Promising findings for treating damaged heart valves
Aortic valve calcification is a challenging condition for the health service and for the patients concerned. The only treatment currently available is surgery. Mariia Boganova recently defended her thesis which addresses the options available for future pharmacological treatment.
Mariia Boganova defended her PhD thesis entitled “Cellular and Molecular Mechanisms for Aortic Valve Calcification” on 22 November at the UiO (University of Oslo). Photo: Gunnar Lothe, UiO.
Mechanisms behind the disease
The Russian doctoral research fellow explains that her thesis first looks at the mechanisms behind the disease. She says that there are many similarities between aortic valve calcification and the formation of bone.
The cells in the connective tissue are transformed into bone-forming cells which start to form calcium crystals in the valve sails. In order to study this process more closely, they isolated cells from human valves which were harvested during valve operations - a recognised model for reflecting the basal disease process.
The researchers then looked at the interplay between factors which could contribute towards valve calcification and cell transformation:
• mechanical stress
• biochemical composition of the valve surfaces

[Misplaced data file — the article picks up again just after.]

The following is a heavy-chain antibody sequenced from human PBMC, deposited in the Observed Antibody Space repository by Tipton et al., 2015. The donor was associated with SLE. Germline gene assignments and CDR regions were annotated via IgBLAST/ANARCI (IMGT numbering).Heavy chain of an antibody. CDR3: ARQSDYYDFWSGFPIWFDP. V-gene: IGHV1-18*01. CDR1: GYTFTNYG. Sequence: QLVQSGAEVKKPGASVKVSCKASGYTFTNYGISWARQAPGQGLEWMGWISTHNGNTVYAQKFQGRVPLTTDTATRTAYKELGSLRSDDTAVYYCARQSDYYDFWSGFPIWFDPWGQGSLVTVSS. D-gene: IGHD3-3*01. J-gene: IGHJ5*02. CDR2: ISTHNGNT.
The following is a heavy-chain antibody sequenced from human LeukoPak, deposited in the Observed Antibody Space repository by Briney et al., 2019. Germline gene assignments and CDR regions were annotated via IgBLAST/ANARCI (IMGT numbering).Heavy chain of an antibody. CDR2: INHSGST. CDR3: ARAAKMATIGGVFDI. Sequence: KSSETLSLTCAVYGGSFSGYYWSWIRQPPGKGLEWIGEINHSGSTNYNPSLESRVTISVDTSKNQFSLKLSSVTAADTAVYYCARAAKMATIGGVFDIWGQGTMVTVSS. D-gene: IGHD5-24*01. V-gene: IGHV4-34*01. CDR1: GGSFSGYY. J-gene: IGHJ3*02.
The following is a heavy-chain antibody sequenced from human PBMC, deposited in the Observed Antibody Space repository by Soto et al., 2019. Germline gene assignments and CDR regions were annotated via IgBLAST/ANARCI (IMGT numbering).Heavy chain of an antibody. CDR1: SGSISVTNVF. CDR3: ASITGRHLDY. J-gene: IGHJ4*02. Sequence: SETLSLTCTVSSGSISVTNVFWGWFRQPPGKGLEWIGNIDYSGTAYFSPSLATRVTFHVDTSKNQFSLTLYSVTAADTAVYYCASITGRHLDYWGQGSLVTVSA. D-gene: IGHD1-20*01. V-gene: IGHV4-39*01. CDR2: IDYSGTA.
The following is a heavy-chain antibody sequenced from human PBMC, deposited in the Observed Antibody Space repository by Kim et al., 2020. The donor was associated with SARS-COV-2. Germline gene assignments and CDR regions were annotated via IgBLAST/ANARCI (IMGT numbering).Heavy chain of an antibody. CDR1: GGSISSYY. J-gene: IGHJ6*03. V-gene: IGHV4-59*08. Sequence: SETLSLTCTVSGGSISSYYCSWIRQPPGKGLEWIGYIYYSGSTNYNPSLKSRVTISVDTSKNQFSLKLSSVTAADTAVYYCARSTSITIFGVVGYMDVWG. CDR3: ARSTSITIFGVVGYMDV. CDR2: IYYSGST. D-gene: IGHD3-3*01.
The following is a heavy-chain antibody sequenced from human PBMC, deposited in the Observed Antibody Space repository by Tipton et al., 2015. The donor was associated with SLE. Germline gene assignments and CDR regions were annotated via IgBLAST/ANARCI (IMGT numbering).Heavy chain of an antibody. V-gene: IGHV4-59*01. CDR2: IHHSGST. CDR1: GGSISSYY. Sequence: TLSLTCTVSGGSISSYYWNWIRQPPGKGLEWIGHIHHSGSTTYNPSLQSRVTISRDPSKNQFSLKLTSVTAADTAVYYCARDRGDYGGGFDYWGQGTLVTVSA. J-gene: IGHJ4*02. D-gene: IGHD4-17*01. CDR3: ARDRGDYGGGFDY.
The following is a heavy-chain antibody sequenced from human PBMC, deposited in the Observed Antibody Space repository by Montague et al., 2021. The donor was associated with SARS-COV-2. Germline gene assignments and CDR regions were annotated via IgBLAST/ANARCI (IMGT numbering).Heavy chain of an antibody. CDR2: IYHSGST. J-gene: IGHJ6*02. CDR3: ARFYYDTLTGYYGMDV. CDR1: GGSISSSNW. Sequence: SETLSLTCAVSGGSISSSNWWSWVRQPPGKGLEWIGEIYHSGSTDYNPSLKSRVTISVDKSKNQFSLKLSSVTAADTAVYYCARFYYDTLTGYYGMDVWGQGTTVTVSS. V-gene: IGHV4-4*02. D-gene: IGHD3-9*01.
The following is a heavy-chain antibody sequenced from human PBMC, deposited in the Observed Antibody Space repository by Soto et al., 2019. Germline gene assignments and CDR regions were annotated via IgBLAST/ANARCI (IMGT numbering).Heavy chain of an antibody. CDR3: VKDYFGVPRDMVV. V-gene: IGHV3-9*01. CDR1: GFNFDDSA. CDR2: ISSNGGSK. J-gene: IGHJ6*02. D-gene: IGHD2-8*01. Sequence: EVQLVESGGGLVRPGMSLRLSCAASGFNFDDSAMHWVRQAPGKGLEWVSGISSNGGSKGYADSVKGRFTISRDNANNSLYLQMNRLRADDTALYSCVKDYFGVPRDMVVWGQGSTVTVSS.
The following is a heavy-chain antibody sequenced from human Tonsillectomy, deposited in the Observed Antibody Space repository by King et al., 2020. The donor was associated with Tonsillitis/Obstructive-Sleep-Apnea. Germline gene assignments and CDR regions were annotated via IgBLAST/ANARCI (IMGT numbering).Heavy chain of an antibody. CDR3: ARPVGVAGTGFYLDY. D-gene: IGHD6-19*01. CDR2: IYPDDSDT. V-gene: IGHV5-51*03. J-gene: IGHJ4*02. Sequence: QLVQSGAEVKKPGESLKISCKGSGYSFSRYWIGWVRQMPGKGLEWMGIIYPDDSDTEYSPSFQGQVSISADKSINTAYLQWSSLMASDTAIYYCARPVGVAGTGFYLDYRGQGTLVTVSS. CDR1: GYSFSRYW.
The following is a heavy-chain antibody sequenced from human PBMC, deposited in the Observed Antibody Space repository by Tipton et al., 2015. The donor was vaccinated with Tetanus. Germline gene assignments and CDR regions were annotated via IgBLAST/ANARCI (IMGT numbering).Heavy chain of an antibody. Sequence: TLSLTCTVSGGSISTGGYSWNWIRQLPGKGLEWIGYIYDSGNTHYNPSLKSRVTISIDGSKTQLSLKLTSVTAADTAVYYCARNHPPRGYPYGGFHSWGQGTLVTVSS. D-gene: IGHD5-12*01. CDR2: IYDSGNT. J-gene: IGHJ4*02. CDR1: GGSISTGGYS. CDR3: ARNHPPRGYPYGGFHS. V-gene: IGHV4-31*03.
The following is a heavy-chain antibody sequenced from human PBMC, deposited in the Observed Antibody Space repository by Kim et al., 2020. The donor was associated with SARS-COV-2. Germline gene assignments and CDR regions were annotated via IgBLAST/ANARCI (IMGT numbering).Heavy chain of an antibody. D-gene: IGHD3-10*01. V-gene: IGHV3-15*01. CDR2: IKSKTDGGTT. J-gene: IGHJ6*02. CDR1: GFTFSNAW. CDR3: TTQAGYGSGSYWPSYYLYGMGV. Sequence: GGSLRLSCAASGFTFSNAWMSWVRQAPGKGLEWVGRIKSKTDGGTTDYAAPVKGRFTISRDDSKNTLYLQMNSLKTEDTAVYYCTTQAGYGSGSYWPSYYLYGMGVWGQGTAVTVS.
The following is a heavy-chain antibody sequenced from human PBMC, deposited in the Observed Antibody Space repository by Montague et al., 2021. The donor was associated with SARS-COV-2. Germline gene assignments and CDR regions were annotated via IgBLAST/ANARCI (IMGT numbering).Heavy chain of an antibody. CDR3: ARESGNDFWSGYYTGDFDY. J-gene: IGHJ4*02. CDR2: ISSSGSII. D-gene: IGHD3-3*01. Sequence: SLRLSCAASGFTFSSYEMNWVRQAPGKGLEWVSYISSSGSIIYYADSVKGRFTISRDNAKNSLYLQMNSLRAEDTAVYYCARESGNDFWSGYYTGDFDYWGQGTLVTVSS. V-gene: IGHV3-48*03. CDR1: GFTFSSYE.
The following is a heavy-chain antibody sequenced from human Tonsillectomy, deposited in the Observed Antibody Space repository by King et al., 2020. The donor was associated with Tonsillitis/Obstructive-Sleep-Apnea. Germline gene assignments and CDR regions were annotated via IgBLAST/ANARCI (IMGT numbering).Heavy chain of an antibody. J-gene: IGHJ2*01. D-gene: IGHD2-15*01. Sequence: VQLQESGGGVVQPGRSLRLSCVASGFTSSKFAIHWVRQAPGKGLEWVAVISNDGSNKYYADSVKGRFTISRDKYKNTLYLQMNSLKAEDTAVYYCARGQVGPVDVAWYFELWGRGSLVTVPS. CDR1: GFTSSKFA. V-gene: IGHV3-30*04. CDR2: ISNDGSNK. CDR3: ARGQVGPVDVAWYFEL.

They discovered that cells from calcified valves have altered important properties and functions when compared with cells from healthy aortic valves. Cells from healthy valves also have a greater potential for transforming themselves into other different types of cells when compared to cells from calcified valves.
A challenging disease
“Aortic stenosis is the most common heart valve disease which is treated surgically around the world. If left untreated it is a potentially fatal disease. The treatment can also lead to significant complications,” explains her senior supervisor Arkady Rutkovskiy.
There is currently no medical or pharmacological treatment available which can stop or prevent the progression of this disease. The only option is surgery, or catheter-based replacement of the aortic valve.
The procedures used for treatment are not without problems and are known for “exchanging one disease with another”, since the new biological valves can become re-calcified, while patients with mechanical valves have to take anticoagulants for the rest of their lives.
New treatment method
Mariia Boganova studied the cellular and molecular mechanisms involved in aortic valve calcification which lies behind aortic stenosis, in order to help with the development of a non-surgical treatment for the disease.
“We are proposing potential pharmacological treatment for aortic stenosis which could possibly stop or even reverse the disease process. This treatment is capable of stopping calcification in our cell culture, something which is the first step in trialling potential drugs. We have a long way to go, but we consider that these findings now represent a step forwards in the prevention or treatment of aortic stenosis,” concludes Ms Boganova.